In the first study of its kind, the relationship between whole grains and diabetics has been shown to be important. Scientist observed a direct correlation between the amount of whole grain consumed and the the rate of death among women with diabetes. “Patients with diabetes face two to three times the risk of cardiovascular disease and premature death compared to the general population,” said senior author of the study, Lu Qi, M.D., Ph.D. “To my knowledge, this is the first study of whole grain and its components and risk of death in diabetic patients.” “Diabetes is thought to be a chronic state of inflammation characterized by moderately increased levels of chemical markers for inflammation and endothelial dysfunction,” said Qi, assistant professor of medicine at Harvard Medical School and assistant professor of nutrition in the Harvard School of Public Health. “Those markers have been found to be related to increased risk of CVD in both diabetic and non-diabetic populations. In our previous studies, we have reported that intakes of whole grains and subcomponents such as cereal fiber may lower these markers in diabetic patients.” “These findings suggest a potential benefit of whole grain, and particularly bran, in reducing death and cardiovascular risk in diabetic patients,” said Qi.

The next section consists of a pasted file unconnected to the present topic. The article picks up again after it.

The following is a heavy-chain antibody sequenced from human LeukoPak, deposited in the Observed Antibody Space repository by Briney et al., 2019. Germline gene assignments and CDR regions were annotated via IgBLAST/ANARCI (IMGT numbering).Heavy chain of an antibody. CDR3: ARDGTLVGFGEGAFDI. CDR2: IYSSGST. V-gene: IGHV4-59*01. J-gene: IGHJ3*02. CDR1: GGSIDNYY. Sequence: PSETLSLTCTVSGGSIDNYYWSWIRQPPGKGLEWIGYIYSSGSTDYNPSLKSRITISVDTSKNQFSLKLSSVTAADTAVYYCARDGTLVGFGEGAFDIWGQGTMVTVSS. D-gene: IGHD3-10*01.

Whether it is Dr. Oz, Oprah, or your local health food store – everyone seems to be talking about Himalayan salt air inhalers. Many people are asking which style of Himalayan salt inhaler is best to use, where they can find a good recommendation, or if it really even matters. Before buying one, everyone should know that there are three common types of salt inhalers. Depending on your needs and preferences, you may want one over the other, even though they all more or less get good reviews.
The first inhaler is simple, and thus the least expensive of the inhaler types. It is light weight, but is made of high quality, thick, medical grade paperboard. It doesn’t need refills and feels indestructible. It costs about $25 in most cases.
The next style is an easy to use plastic inhaler. This type is also break resistant. It is a refillable inhaler that uses salt cartridges, which makes for easy replacement. A popular aspect of this style is the ability to disassemble it and wash it. It usually retails for under $30
The porcelain Himalayan salt inhaler is the third, and classic style. This is the same type that Dr. Oz used on his show revently. It is very fragile and will break if dropped. It can be refilled like the plastic style, only it doesn’t use cartridges. You simply poor loose salt into the base of the inhaler. It is the most expensive of the three, around $45. No matter which inhaler you decide to go with, at the end of the day they are all well designed. Everyone should simply decide based on how they look, their durability and the one that best fits their budget. Their is no way to go wrong with Himalayan salt air flushing through your body. Between these various inhaler designs, everyone should be able to find the one that fits them best.